F Augustine Rubit, South Alabama, Sr. (19.4 ppg, 10.5 rpg, 1.2 bpg): Rubit has often flown under the radar playing for South Alabama, but his numbers are impossible to ignore. There aren’t many four year college basketball players out there that average a double-double for their career, but Rubit is on his way to doing just that despite coming from humble beginnings.
F Jerrelle Benimon, Towson, Sr. (17.1 ppg, 11.1 rpg, 2.5 apg, 1.9 bpg): Think John Thompson III wish Benimon didn’t transfer? The learning curve and development time is always longer for big men, and Benimon flourished last season at Towson after having to sitting out after transferring from Georgetown. His offensive game improved by leaps and bounds, and now Benimon is one of the top forwards in the country.
MID-MAJOR ALL-AMERICAN SECOND TEAM
G Travis Bader, Oakland, Sr. (22.1 ppg, 2.9 rpg, 1.0 apg): Bader has never seen a three-point shot he hasn’t liked. Not only does he shoot at a high percentage (40.4% from the perimeter for his career), but he is a volume shooter averaging just shy of 11 three-point attempts per game. Assuming this pace continues, he will set the all-time three-pointers made record; he needs 101 more. Bader has a very good chance at being the nation’s leading scorer this coming season.
G R.J. Hunter, Georgia State, So. (17.0 ppg, 5.1 rpg, 1.8 apg, 1.7 spg): With Kentucky transfer Ryan Harrow and Devonta White running alongside in the backcourt, there’s no telling how big a year R.J. Hunter will have. The son of head coach Ron Hunter, R.J. burst onto the scene as a freshman to lead Georgia State and scoring and three-pointers made with 73.
G Anthony Ireland, Loyola Marymount, Sr. (20.1 ppg, 4.4 rpg, 3.6 apg, 1.7 spg): Often overshadowed by top players at the likes of Gonzaga, St. Mary’s, and BYU, Ireland is a scorer in the purest form. He was named to the First Team All-WCC the past two seasons, and will be a front runner for the Player of the Year award this season.
G/F Wesley Saunders, Harvard, Jr. (16.2 ppg, 4.2 rpg, 3.5 apg 1.8 spg): When Kyle Casey and Brandyn Curry were forced to leave the program last season, Saunders was forced into a larger role and responded accordingly. He became Harvard’s top player after being not much more than a role player as a freshman.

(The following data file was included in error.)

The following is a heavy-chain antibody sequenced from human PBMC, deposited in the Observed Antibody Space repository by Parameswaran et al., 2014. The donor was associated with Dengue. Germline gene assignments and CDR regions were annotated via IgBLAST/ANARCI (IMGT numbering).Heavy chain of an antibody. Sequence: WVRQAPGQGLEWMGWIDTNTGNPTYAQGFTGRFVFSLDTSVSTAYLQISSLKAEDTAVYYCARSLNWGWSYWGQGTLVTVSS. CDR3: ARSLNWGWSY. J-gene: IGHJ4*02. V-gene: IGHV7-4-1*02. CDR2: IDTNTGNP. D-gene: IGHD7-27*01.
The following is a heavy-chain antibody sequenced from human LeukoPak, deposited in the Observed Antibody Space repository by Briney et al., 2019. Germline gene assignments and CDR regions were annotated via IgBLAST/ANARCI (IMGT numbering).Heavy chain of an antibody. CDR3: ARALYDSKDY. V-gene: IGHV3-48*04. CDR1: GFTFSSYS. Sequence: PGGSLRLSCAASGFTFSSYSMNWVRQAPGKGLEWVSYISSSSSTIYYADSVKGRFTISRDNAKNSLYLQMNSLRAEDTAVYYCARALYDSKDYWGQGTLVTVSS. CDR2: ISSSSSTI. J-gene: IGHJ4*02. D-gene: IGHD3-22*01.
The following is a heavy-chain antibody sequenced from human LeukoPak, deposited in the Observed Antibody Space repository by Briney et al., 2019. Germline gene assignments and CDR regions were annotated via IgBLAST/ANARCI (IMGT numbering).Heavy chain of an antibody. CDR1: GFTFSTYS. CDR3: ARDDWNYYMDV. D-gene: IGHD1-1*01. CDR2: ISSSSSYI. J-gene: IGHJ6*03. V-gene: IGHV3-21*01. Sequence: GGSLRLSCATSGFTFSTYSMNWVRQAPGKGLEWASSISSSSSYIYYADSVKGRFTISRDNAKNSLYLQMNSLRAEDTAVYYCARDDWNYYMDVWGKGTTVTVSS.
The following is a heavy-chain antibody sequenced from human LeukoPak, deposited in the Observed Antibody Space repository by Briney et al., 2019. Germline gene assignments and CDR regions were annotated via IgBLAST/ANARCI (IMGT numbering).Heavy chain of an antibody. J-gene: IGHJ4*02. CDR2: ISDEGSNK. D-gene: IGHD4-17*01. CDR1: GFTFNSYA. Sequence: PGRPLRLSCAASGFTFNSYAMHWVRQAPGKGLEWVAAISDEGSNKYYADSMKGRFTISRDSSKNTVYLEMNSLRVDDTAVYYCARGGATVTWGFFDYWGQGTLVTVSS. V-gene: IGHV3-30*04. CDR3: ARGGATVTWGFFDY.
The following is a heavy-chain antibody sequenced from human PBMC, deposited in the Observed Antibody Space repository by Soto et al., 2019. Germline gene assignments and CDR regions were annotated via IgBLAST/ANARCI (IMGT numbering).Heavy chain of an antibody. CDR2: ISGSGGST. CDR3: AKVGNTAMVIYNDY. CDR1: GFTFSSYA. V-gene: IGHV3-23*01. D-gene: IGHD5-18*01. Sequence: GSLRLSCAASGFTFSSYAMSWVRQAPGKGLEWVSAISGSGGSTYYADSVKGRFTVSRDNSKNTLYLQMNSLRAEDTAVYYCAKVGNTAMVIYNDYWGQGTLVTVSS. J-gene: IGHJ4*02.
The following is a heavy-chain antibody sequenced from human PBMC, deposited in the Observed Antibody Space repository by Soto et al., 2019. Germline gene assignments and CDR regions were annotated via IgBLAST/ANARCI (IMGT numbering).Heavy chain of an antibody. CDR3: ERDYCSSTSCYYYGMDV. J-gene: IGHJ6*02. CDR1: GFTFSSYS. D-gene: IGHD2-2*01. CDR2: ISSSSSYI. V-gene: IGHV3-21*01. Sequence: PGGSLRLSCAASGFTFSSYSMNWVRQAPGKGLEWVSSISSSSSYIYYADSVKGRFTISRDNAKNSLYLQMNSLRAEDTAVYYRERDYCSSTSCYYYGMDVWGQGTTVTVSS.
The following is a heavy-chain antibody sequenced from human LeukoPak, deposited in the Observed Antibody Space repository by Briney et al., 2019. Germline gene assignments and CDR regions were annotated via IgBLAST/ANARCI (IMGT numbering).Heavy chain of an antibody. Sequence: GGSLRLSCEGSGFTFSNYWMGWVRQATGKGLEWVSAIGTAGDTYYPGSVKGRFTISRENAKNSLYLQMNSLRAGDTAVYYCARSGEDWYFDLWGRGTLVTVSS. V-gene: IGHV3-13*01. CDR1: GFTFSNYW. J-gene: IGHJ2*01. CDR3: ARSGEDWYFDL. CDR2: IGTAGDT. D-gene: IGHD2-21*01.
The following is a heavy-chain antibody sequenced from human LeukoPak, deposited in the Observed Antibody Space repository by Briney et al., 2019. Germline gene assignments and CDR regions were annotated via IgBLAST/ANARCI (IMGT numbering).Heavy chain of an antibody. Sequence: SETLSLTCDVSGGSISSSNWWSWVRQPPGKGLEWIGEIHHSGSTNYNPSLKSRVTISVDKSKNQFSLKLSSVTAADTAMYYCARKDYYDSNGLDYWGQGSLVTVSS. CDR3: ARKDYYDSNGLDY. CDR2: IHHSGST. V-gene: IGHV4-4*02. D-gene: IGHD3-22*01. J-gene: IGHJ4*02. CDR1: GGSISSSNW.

F Javon McCrea, Buffalo, Sr. (18.0 ppg, 7.9 rpg, 2.0 apg, 1.3 spg, 2.6 bpg): If Bobby Hurley is to have success in his first season as Buffalo head coach, it will be because of Javon McCrea. The top returning scorer in the MAC, McCrea could have a 20 and 10 type of season.
MID-MAJOR ALL-AMERICAN THIRD-TEAM
G Corey Hawkins, UC Davis, Jr. (20.3 ppg, 5.6 rpg, 3.3 apg, 1.5 spg): The transfer from Arizona State immediately turned into UC Davis’ top player after sitting out the 2011-12 season. The son of NBA veteran Hersey Hawkins, Corey led the Big West in scoring last season.
G Damion Lee, Drexel, Jr. (17.1 ppg, 5.1 rpg, 1.8 apg): Drexel underachieved last season, but Damion Lee certainly didn’t. If the Dragons are going to win the CAA this season, Lee will have to be the one to carry the load.
G Taylor Braun, North Dakota State, Sr. (15.4 ppg, 5.2 rpg, 3.0 apg, 1.5 spg): A mid-season foot injury to Braun derailed North Dakota State last season. Prior to the injury, the Bison were 16-3 and 7-0 in the Summit League, but during his absence they went 5-5 and never got their mojo back the rest of the season. When on the floor, Braun is one of the purest shooters around, and figures to have a big senior season for North Dakota State.
F Torrey Craig, USC Upstate, Sr. (17.2 ppg, 6.9 rpg, 1.9 apg): Craig has started all but six games for USC Upstate and has been an immediate impact player for Eddie Payne. He has led the Spartans in scoring for this first three seasons, and led the Atlantic Sun in scoring for the past two.
F/C Adjehi Baru, College of Charleston, So. (9.7 ppg, 8.3 rpg, 1.3 bpg): The top rebounder in the Southern Conference last season, Baru will make his presence immediately felt in Charleston’s first year in the Colonial.
G Sean Armand (Iona), G Billy Baron (Canisius), Jason Brickman (LIU Brooklyn), Rhamel Brown (Manhattan), F Murphy Burnatowski (Colgate), G Siyani Chambers (Harvard), G Brett Comer (Florida Gulf Coast), G Johnny Dee (San Diego), G D.J. Irving (Boston University), F David Laury (Iona), G Rian Pearson (Toledo), G Devon Saddler (Delaware), G Kenneth Smith (Louisiana Tech), G Bernard Thompson (Florida Gulf Coast), F Alan Williams (UC Santa Barbara)